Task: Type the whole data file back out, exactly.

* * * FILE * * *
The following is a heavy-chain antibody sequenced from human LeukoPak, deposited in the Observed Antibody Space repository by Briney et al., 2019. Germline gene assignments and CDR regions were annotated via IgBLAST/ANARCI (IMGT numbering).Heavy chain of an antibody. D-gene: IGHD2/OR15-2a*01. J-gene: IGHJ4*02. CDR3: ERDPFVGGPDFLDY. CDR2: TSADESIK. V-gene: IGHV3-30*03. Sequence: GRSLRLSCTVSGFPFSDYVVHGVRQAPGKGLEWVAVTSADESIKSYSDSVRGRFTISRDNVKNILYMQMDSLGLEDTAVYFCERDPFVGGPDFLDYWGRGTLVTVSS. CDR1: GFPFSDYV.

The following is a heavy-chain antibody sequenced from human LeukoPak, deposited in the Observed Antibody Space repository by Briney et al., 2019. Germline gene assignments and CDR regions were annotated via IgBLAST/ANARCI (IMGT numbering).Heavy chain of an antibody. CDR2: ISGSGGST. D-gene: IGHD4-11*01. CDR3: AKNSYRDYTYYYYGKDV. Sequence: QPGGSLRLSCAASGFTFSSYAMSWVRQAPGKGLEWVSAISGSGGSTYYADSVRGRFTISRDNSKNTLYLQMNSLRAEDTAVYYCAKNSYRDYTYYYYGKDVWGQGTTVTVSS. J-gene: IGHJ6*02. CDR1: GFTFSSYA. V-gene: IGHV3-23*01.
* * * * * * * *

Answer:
The following is a heavy-chain antibody sequenced from human LeukoPak, deposited in the Observed Antibody Space repository by Briney et al., 2019. Germline gene assignments and CDR regions were annotated via IgBLAST/ANARCI (IMGT numbering).Heavy chain of an antibody. D-gene: IGHD2/OR15-2a*01. J-gene: IGHJ4*02. CDR3: ERDPFVGGPDFLDY. CDR2: TSADESIK. V-gene: IGHV3-30*03. Sequence: GRSLRLSCTVSGFPFSDYVVHGVRQAPGKGLEWVAVTSADESIKSYSDSVRGRFTISRDNVKNILYMQMDSLGLEDTAVYFCERDPFVGGPDFLDYWGRGTLVTVSS. CDR1: GFPFSDYV.

The following is a heavy-chain antibody sequenced from human LeukoPak, deposited in the Observed Antibody Space repository by Briney et al., 2019. Germline gene assignments and CDR regions were annotated via IgBLAST/ANARCI (IMGT numbering).Heavy chain of an antibody. CDR2: ISGSGGST. D-gene: IGHD4-11*01. CDR3: AKNSYRDYTYYYYGKDV. Sequence: QPGGSLRLSCAASGFTFSSYAMSWVRQAPGKGLEWVSAISGSGGSTYYADSVRGRFTISRDNSKNTLYLQMNSLRAEDTAVYYCAKNSYRDYTYYYYGKDVWGQGTTVTVSS. J-gene: IGHJ6*02. CDR1: GFTFSSYA. V-gene: IGHV3-23*01.